& Data Analysis
Protein gel analysis
Keeping a lab notebook
Writing research papers
Dimensions & units
Using figures (graphs)
Examples of graphs
Principles of microscopy
Solutions & dilutions
Fractionation & centrifugation
Radioisotopes and detection
ETS inhibitors act by binding somewhere on the electron transport chain, literally preventing electrons from being passed from one carrier to the next. They all act specifically, that is, each inhibitor binds a particular carrier or complex in the ETS. Irreversible inhibition results in a complete stoppage of respiration via the blocked pathway. Competitive inhibition allows some oxygen consumption since a "trickle" of electrons can still pass through the blocked site. Although it allows some oxygen consumption, competitive inhibition prevents maintenance of a chemiosmotic gradient, thus the addition of ADP can have no effect on respiration.
Whatever the mechanism of inhibition, an electron transport inhibitor can block respiration specifically along the NADH pathway, along the succinate pathway, or along the pathway that is common to both routes of electron entry. Careful addition of inhibitors to mitochondria on specific substrates can reveal the sites of inhibition. Some combinations of inhibitors enable demonstration of alternative entry points to the electron transport system.
Cyanide is an extremely effective reversible inhibitor of cytochrome oxidase. A concentration of 1 mM KCN is sufficient to inhibit oxygen consumption by mitochondria from a vertebrate source by >98%. For a nominally 2 ml chamber, a convenient concentration for the stock solution would be 0.5M (20 µl produces a 2.5 mM final concentration).
Mitochondria from some sources have cyanide resistant pathways. KCN solutions are volatile, so that a dilute solution left open to the atmosphere will quickly lose its potency. Concentrations greater than 1 mM have been known to cause uncoupling. In the presence of TMPD we have seen a dramatic increase in oxygen consumption upon the addition of excess cyanide, using a Clark electrode. Indications were that a non-biological mechanism was responsible.
Cyanide is one of the most deadly compounds in a laboratory. Stocks of the dry chemical should be stored under lock and key. As we know from the Tylenol incidents of a number of years ago, a 500 mg capsule can hold enough cyanide to kill a person. Because of its volatility, exposure to fumes from large quantities is hazardous.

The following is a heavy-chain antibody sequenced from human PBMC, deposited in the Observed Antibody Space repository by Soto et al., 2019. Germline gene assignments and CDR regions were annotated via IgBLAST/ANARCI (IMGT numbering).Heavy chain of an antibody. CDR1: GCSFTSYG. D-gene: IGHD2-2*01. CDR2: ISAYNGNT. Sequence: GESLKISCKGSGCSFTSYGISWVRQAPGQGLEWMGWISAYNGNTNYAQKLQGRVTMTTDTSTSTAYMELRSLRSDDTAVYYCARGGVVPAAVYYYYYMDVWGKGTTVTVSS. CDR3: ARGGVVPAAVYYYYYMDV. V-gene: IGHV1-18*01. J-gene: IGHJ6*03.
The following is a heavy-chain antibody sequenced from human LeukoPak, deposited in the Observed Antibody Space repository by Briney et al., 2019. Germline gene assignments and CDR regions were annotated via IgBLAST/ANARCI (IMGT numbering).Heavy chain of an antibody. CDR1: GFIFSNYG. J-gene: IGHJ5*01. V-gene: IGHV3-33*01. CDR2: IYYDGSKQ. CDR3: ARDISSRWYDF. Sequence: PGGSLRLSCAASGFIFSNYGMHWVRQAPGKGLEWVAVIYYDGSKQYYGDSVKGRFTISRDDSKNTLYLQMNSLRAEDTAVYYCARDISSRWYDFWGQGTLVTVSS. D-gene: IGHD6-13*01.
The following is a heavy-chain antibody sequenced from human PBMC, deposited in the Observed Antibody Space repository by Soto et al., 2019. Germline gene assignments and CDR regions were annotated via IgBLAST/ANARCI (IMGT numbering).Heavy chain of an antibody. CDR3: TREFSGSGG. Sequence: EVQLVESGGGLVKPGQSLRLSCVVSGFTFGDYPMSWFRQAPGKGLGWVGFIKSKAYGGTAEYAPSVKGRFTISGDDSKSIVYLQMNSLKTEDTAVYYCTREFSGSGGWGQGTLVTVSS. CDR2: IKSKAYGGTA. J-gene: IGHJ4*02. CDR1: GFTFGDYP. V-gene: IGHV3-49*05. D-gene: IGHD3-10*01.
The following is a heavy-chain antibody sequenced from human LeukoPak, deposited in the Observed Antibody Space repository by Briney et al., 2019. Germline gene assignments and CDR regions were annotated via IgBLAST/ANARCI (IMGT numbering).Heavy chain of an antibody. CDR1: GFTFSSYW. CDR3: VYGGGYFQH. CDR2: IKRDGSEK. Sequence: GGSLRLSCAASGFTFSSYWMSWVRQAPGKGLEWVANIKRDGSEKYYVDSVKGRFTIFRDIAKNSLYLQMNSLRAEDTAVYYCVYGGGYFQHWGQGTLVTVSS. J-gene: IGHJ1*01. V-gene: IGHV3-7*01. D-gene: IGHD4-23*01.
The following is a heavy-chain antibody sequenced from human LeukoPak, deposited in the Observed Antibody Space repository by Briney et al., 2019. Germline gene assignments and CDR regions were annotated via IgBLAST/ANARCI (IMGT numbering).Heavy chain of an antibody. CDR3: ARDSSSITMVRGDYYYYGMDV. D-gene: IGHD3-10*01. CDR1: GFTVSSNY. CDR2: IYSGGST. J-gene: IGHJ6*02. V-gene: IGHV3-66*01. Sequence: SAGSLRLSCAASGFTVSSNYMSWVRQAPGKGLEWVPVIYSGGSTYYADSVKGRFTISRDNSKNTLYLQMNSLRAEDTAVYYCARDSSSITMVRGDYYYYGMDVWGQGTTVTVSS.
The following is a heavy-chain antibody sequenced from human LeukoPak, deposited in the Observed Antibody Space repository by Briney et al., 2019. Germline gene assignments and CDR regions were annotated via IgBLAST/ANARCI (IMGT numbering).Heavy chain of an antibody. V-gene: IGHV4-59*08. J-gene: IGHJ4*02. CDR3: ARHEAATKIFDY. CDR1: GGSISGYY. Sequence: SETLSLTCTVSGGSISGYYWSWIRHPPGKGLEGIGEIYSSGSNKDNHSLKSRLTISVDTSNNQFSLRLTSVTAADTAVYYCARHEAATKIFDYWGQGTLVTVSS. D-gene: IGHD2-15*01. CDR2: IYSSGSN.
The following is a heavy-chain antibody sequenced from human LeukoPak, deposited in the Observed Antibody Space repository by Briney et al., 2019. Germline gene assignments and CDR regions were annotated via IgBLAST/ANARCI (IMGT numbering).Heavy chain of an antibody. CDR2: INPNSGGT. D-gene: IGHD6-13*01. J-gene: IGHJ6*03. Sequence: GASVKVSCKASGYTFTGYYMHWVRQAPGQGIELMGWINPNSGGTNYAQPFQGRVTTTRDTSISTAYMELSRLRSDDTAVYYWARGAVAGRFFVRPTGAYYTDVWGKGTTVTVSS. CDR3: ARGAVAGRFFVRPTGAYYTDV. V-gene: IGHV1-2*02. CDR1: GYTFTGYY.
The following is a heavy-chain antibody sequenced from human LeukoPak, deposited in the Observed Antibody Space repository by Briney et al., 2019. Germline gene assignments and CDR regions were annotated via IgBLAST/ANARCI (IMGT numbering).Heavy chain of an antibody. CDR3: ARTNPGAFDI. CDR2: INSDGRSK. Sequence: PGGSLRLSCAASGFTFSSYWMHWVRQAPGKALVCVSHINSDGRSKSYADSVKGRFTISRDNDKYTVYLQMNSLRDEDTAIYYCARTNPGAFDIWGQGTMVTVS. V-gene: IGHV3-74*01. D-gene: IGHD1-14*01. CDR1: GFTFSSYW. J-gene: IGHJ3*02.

The compound 2,4-dinitrophenol (DNP) acts as a proton ionophore, that is, it binds protons on one side of a membrane, and being fat-soluble it drifts to the opposite side where it loses the protons. Actually, the associations/dissociations are random, but the probability of binding is greatest on the side of the membrane with greatest proton concentration, and least on the side with the lesser concentration. Thus, it is impossible to maintain a proton gradient with sufficient DNP in the system.
DNP is known to have mixed actions, that is, it produces other effects in addition to uncoupling. DNP gradually inhibits electron transport itself as it is incorporated into mitochondrial membranes. The effects appear to depend on concentration of DNP and of mitochondria, and vary from one preparation to the next.
Back in the 1930s DNP was touted as an effective diet pill. Indeed, the uncoupling of electron transport from ATP synthesis allows rapid oxidation of Krebs substrates, promoting the mobilization of carbohydrates and fats, since regulatory pathways are programmed to maintain concentrations of those substrates at set levels. Since the energy is lost as heat, biosynthesis is not promoted, and weight loss is dramatic. However, to quote Efraim Racker (A New Look at Mechanisms in Bioenergetics, Academic Press, 1976, p. 155), ..."the treatment eliminated not only the fat but also the patients,...This discouraged physicians for awhile..."
It is not a good idea to mess with cellular metabolism.
Oligomycin, an antibiotic, acts by binding ATP synthase in such a way as to block the proton channel. That is the mechanism by which oligomycin inhibits oxidative phosphorylation. Experimentally, oligomycin has no effect on state IV respiration, that is, it has no direct effect on electron transport or the chemiosmotic gradient. On the other hand oligomycin prevents state III respiration completely. To draw the conclusion that an agent is an inhibitor of ATP synthase (inhibitor of oxidative phosphorylation), the above conditions must be demonstrated experimentally and unequivocally.
It takes awhile for the effects of oligmycin to show up. Attempts to interrupt state III respiration by adding oligomycin may fail because of the delay.